Today, the critically endangered evergreen tree grows in a small corner of the Florida Panhandle, since it was devastated by fungal infections and logging. The Torreya Guardians are planting seedlings in parts of North Carolina, where they believe the tree will be better able to withstand the effects of climate change.

Lee Barnes is one of the founding members of the Torreya Guardians and an ecologist by training. He said the group is an example of a low-risk effort to save "a tree that's survived the test of time."

The Florida torreya reaches maturity after 10 to 15 years, there is little chance of it becoming invasive, and the seeds are cheap and easy to transport, he said.

"You can't save the world without saving all the pieces," Barnes said when asked why preserving the tree was important.

Barnes said his group provides just one possible model, though its way was not necessarily the best or most efficient. Schwartz agreed the risks of planting the Florida torreya around the country were probably minimal. However, he warned that the effects may be worse with other species. In the United States, there is no regulation on bringing native plant species to different parts of the country, possibly allowing them to become invasive, he said.

"The ethically responsible thing to do is at least to bring an exit strategy," Schwartz said. "If you brought lions to an area, you could get them out if they caused problems, though even that would be difficult. But how would you get rid of a plant? Historically, we haven't had success getting rid of plants once they are established."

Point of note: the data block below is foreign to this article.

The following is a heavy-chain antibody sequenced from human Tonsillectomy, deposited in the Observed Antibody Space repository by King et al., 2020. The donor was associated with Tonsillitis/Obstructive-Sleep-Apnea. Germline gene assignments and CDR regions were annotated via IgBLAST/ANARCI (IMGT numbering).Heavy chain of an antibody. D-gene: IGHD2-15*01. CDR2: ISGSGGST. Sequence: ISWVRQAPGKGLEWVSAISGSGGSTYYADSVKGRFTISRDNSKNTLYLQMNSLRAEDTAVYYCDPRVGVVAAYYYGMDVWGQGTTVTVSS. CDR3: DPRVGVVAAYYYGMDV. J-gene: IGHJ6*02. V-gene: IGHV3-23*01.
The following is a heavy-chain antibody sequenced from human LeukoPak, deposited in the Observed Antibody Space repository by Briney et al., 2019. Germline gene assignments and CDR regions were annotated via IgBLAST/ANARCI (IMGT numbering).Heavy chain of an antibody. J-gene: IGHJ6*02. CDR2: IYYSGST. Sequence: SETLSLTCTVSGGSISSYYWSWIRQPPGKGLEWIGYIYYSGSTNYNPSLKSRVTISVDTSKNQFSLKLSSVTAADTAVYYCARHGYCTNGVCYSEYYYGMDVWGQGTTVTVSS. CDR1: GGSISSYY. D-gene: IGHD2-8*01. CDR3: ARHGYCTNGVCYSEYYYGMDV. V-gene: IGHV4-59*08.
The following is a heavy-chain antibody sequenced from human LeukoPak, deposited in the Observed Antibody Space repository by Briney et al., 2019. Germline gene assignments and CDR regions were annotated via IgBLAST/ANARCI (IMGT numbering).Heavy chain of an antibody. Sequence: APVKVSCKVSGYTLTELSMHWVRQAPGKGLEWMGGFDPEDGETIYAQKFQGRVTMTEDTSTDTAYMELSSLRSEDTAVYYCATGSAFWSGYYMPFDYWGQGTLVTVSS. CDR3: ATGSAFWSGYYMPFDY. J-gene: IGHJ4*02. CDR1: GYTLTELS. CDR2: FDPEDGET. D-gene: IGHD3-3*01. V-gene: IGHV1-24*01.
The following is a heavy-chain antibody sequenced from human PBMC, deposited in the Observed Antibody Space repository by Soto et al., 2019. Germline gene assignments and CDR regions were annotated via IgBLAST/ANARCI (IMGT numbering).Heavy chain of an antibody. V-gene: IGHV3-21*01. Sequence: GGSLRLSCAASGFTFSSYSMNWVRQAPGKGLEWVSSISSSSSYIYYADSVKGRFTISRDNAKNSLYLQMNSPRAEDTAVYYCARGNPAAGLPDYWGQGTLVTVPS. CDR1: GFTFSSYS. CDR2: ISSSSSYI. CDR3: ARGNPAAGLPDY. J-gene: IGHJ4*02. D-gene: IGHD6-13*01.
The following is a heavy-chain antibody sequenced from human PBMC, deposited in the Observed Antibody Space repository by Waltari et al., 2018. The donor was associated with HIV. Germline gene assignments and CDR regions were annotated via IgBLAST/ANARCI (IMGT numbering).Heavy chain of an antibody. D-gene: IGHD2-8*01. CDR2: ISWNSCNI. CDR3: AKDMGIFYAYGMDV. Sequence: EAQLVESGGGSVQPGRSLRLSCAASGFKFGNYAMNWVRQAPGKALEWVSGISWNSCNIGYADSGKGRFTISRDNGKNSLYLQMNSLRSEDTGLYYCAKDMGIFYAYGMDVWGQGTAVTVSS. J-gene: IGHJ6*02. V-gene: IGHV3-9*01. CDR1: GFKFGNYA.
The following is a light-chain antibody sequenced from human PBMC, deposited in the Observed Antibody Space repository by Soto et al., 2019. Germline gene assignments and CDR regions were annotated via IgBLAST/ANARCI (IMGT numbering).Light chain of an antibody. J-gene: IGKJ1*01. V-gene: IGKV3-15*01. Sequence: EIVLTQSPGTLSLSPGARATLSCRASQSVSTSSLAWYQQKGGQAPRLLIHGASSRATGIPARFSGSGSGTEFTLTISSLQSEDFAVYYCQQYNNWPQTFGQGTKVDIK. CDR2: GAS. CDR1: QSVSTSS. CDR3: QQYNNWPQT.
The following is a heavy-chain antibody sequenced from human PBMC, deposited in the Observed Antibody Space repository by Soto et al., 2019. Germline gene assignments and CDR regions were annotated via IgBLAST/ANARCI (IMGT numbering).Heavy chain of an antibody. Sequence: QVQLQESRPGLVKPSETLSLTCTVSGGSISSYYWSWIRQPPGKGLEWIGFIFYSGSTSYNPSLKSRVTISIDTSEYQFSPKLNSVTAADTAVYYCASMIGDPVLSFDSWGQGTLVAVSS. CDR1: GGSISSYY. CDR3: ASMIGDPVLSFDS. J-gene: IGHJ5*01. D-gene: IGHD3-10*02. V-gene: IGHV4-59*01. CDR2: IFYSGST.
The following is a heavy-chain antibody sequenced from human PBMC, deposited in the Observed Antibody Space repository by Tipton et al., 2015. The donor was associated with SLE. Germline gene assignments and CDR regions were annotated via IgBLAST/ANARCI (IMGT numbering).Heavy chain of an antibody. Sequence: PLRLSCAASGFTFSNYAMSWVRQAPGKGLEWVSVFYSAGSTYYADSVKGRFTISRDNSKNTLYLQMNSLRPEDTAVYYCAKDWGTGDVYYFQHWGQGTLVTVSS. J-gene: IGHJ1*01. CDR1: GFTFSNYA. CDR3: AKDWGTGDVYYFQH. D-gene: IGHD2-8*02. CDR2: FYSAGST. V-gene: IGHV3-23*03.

Filling an ecological void

Translocation is not only a way to preserve species, it can also be used to restore ecological function when important species in an ecosystem go extinct.

One example is the introduction of the Aldabra giant tortoise, Aldabrachelys gigantea, to Mauritian offshore islands. The giant tortoises replaced the grazing and seed-dispersal roles of the now-extinct Mauritian Cylindraspis species. Similar projects are already happening or are planned in Madagascar, the Galapagos, the Mascarenes, Seychelles and the Caribbean.

A number of conservationists agree that translocating top predators is the most valuable strategy because they play key roles within ecosystems. Some groups have explored reintroducing wolverines, lynxes and wolves to some areas of Europe, in part to control deer populations, Seddon said. However, managing predator translocation is the most expensive and complicated.

Conservationists not only have to pay for safely breeding, releasing and monitoring the predators, but also for damage the introduced species cause, according to updated translocation guidelines published by the International Union for the Conservation of Nature (IUCN).

Because very little untouched land remains, translocation of these species would also mean that top predators need to be introduced into areas where they would be relatively close to human populations, Seddon said. It's an idea he would like the general public to become more comfortable with, though he acknowledged that many people are frightened of possible attacks on people and domestic animals.